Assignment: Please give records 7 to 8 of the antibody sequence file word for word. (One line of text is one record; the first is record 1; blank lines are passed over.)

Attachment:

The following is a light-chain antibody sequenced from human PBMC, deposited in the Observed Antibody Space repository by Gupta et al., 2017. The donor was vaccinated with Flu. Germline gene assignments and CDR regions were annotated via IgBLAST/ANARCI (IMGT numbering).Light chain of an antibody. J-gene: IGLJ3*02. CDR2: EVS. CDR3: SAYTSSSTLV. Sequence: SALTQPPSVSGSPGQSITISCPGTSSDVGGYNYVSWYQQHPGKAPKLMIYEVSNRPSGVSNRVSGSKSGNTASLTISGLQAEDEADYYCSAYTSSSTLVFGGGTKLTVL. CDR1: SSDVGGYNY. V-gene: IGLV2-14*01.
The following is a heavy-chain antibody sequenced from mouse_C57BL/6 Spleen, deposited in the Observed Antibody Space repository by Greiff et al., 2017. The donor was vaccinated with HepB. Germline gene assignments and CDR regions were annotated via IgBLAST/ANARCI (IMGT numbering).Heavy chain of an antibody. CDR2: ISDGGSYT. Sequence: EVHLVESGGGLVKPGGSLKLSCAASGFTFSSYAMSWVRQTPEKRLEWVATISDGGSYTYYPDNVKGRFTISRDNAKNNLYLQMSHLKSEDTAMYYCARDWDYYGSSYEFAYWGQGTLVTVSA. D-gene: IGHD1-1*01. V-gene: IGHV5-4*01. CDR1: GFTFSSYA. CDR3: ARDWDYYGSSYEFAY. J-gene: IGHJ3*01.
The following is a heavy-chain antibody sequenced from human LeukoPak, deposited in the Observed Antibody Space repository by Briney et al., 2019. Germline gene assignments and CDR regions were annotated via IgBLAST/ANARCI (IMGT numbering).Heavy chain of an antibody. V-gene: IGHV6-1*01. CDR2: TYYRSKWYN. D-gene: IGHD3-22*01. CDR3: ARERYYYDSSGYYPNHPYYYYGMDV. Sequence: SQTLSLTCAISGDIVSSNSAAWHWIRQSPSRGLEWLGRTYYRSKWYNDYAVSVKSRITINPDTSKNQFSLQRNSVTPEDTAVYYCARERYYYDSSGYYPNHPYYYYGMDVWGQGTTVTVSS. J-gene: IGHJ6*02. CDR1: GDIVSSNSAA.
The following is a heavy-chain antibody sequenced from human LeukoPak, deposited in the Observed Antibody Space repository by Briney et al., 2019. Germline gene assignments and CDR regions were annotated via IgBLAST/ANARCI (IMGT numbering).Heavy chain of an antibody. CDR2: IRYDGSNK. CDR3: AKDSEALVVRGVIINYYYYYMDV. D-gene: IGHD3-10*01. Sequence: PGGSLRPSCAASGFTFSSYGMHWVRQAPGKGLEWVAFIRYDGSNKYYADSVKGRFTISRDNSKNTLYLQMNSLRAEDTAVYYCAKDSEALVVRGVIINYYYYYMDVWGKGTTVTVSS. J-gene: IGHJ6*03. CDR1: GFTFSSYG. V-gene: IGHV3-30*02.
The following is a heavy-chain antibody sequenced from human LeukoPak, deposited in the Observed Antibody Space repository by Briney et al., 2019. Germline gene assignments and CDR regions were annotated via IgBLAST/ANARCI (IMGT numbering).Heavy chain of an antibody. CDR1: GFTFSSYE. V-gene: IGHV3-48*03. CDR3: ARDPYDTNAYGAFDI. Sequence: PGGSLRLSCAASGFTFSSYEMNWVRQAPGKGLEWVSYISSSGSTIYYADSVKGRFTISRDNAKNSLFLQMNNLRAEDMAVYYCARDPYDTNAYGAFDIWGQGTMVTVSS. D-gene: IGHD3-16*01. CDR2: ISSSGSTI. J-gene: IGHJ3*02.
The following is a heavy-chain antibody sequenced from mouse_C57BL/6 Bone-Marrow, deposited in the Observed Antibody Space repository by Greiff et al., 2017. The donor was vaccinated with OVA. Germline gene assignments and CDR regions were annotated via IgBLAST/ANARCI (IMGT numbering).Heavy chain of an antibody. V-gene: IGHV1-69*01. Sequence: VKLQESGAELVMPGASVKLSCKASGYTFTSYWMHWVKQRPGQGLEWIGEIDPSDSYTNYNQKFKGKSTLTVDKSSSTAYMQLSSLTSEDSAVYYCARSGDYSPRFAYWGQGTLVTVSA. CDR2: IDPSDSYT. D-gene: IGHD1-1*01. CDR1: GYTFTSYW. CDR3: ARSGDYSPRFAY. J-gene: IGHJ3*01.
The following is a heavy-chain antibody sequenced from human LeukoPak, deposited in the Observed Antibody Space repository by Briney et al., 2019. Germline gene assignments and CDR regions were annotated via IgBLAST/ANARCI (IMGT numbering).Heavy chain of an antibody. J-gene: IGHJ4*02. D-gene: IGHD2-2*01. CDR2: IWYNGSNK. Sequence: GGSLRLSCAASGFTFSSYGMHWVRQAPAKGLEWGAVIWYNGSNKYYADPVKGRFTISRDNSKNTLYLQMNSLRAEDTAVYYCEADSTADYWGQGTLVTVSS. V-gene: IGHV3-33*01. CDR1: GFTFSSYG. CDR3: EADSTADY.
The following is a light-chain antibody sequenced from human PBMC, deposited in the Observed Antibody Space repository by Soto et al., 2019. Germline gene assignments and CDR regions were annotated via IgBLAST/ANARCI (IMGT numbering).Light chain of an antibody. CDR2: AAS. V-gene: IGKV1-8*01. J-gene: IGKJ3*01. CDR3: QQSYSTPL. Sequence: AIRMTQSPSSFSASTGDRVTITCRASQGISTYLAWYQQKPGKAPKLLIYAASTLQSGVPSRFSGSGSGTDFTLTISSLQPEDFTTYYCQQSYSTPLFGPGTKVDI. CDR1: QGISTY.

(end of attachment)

The following is a heavy-chain antibody sequenced from human LeukoPak, deposited in the Observed Antibody Space repository by Briney et al., 2019. Germline gene assignments and CDR regions were annotated via IgBLAST/ANARCI (IMGT numbering).Heavy chain of an antibody. J-gene: IGHJ4*02. D-gene: IGHD2-2*01. CDR2: IWYNGSNK. Sequence: GGSLRLSCAASGFTFSSYGMHWVRQAPAKGLEWGAVIWYNGSNKYYADPVKGRFTISRDNSKNTLYLQMNSLRAEDTAVYYCEADSTADYWGQGTLVTVSS. V-gene: IGHV3-33*01. CDR1: GFTFSSYG. CDR3: EADSTADY.
The following is a light-chain antibody sequenced from human PBMC, deposited in the Observed Antibody Space repository by Soto et al., 2019. Germline gene assignments and CDR regions were annotated via IgBLAST/ANARCI (IMGT numbering).Light chain of an antibody. CDR2: AAS. V-gene: IGKV1-8*01. J-gene: IGKJ3*01. CDR3: QQSYSTPL. Sequence: AIRMTQSPSSFSASTGDRVTITCRASQGISTYLAWYQQKPGKAPKLLIYAASTLQSGVPSRFSGSGSGTDFTLTISSLQPEDFTTYYCQQSYSTPLFGPGTKVDI. CDR1: QGISTY.